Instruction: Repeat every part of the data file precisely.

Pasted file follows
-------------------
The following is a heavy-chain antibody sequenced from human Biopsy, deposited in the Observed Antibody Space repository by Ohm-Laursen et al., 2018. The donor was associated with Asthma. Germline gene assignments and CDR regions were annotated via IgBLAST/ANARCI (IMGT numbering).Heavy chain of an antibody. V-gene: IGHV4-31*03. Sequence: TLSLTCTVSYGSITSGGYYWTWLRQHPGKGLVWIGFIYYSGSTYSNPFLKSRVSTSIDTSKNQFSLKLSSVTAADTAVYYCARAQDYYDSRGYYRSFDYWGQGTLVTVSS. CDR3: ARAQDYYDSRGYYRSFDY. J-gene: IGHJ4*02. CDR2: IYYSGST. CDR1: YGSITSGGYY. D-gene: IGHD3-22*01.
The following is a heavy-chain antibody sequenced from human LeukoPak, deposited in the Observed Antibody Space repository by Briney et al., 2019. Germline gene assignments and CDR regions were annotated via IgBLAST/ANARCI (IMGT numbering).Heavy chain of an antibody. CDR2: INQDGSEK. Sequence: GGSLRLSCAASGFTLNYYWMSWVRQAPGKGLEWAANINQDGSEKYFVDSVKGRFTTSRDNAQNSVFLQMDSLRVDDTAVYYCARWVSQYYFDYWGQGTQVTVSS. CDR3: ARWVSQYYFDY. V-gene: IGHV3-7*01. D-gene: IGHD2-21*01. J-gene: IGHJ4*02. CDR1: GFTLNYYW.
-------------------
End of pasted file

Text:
The following is a heavy-chain antibody sequenced from human Biopsy, deposited in the Observed Antibody Space repository by Ohm-Laursen et al., 2018. The donor was associated with Asthma. Germline gene assignments and CDR regions were annotated via IgBLAST/ANARCI (IMGT numbering).Heavy chain of an antibody. V-gene: IGHV4-31*03. Sequence: TLSLTCTVSYGSITSGGYYWTWLRQHPGKGLVWIGFIYYSGSTYSNPFLKSRVSTSIDTSKNQFSLKLSSVTAADTAVYYCARAQDYYDSRGYYRSFDYWGQGTLVTVSS. CDR3: ARAQDYYDSRGYYRSFDY. J-gene: IGHJ4*02. CDR2: IYYSGST. CDR1: YGSITSGGYY. D-gene: IGHD3-22*01.
The following is a heavy-chain antibody sequenced from human LeukoPak, deposited in the Observed Antibody Space repository by Briney et al., 2019. Germline gene assignments and CDR regions were annotated via IgBLAST/ANARCI (IMGT numbering).Heavy chain of an antibody. CDR2: INQDGSEK. Sequence: GGSLRLSCAASGFTLNYYWMSWVRQAPGKGLEWAANINQDGSEKYFVDSVKGRFTTSRDNAQNSVFLQMDSLRVDDTAVYYCARWVSQYYFDYWGQGTQVTVSS. CDR3: ARWVSQYYFDY. V-gene: IGHV3-7*01. D-gene: IGHD2-21*01. J-gene: IGHJ4*02. CDR1: GFTLNYYW.